AngryTechnician (24th February 2014)
I recently ran across a bizarre problem and I thought others might benefit from what we seem to have found.
Our initial "symptom" of the issue was an intermittent problem with various networked HP Laserjet printers (specifically LJ P2055DN, LJ P4015DN) whereby they would lock up, stop processing jobs, not even respond to button presses on the front panel. Remove the network cable and BOOM, the printer would begin responding to button presses, menu navigation, could even print out a configuration page. Plug the network cable back in and BOOM, instantly locked up again. Three different printers, same issue. The lockups would eventually subside on their own, only to happen again at a later date.
Tried all of the typical stuff with the printers, thinking they were the root cause. Firmware updates, cold resets, different drivers etc. The problem came and went mysteriously. Once we realized that three separate networked printers on the same VLAN were exhibiting the same strange behavior (albeit sporadically) we began to focus on the network.
I began working with one of our network admins who asked me to call him the next time we received a complaint with one of the printers, which I did. He was able to observe that two different systems on the VLAN were spewing an excessive amount of IPv6 multicast listener discovery packets during the printer lockup; I believe he said a rate above 16,000 packets/s originating from two separate boxes on our network.
Armed with the IPs of the trouble making boxes, I set out to track them down. I expected to find a compromised system or someone using P2P software, maybe a box with Bonjour going nuts with multicast traffic…something. What I found was that the two systems were both relatively new Dell Optiplex 9020’s installed in classroom podiums. That immediately confused me because our classroom systems are locked down (no end users are administrators, managed patches etc) and the deployment applications are plain vanilla! Ran some scans, used some Sysinternals tools to look for anything malicious and/or chatty that would explain the multicast traffic and came up with ziltch. These systems were clean.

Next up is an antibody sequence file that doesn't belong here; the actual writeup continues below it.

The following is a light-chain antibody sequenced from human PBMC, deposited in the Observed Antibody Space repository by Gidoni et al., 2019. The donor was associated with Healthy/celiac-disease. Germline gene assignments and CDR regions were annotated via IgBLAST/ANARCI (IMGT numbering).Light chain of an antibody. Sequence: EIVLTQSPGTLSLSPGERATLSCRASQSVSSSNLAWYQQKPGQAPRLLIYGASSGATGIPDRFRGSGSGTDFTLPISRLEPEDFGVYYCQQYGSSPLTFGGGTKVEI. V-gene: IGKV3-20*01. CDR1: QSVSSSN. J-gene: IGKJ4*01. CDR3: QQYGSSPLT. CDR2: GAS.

The network admin had provided me with charts showing when the traffic spikes took place on both boxes, so I decided to check the Windows eventlogs to see if I could find a correlation between the network activity and a user or application. I was surprised to find with 100% certainty that as far as Windows was concerned, both systems had entered a sleep state for the entire duration of the IPv6 multicast listener discovery packets. It wasn’t even close really, both systems had gone to sleep and remained asleep during the whole thing.
A quick google search of "optiplex 9020 sleep multicast" turned up several posts from around the web reporting the exact same behavior.
Opti 9020s with Intel I217-LM nics causing network issues - Desktop General Hardware Forum - Desktop - Dell Community
Dell Optiplex 9020 blasting "ICMPv6 Multicast Listener Discovery during S1 sleep - Spiceworks
The Dell Optiplex 9020 DDOS ICMPv6 Multicast Listener Discovery - [H]ard|Forum
From what I gathered from reading, Dell Optiplex 9020 systems with the Intel I217-LM NIC with a BIOS revision prior to A05 were exhibiting this strange behavior – randomly flooding the VLAN with IPv6 multicast traffic for a period of time while the systems were in a sleep state. This past summer, we had purchased Optiplex 9020’s to replace all of our classroom podium systems (about 30 in the building that had the printer issues, all on the same VLAN).
I can’t yet confirm that upgrading to A05 will correct the problem (just figured this out with the network admin this morning) but others have seen some success. They do mention thought that WOL doesn’t work in A05.
If you’re experiencing unexplained lockups or sluggish performance from networked devices like printers, access points, NAS’s etc, have a network admin check for unexplained IPv6 multicast traffic, especially if you have Dell Optiplex 9020’s (possibly other devices with an Intel I217-LM NIC) on your network with an early BIOS revision as they may be sporadically spewing IPv6 multicast traffic (while in a sleep state) causing adverse effects on other devices.
Last edited by TG_MI; 20th February 2014 at 08:20 PM.
AngryTechnician (24th February 2014)
I've read that suggestion and considered it yes, but if we can solve the issue with a BIOS update to the unit, I think that would be our preferred method for now. Long term, it just seems like a less thorny fix. I'll report back after we've investigated the resolution more thoroughly.
Do you use SCCM? If so you could use that to push out your BIOS update. I updated Dell 500 machines with an updated BIOS and it worked a treat.
A bit more scouring of the net seems to suggest that this problem is seen in other pieces of hardware that have an Intel I217-LM NIC. So it's not just limited to the Dell Optiplex 9020's.
ICMPv6 'Multicast Listener Report' messages are flooding the local network
It's not clear to me that disabling IPv6 at the OS level would prevent the NIC from misbehaving when the system is in a sleep state. This seems to be a firmware level issue, though I could be wrong.
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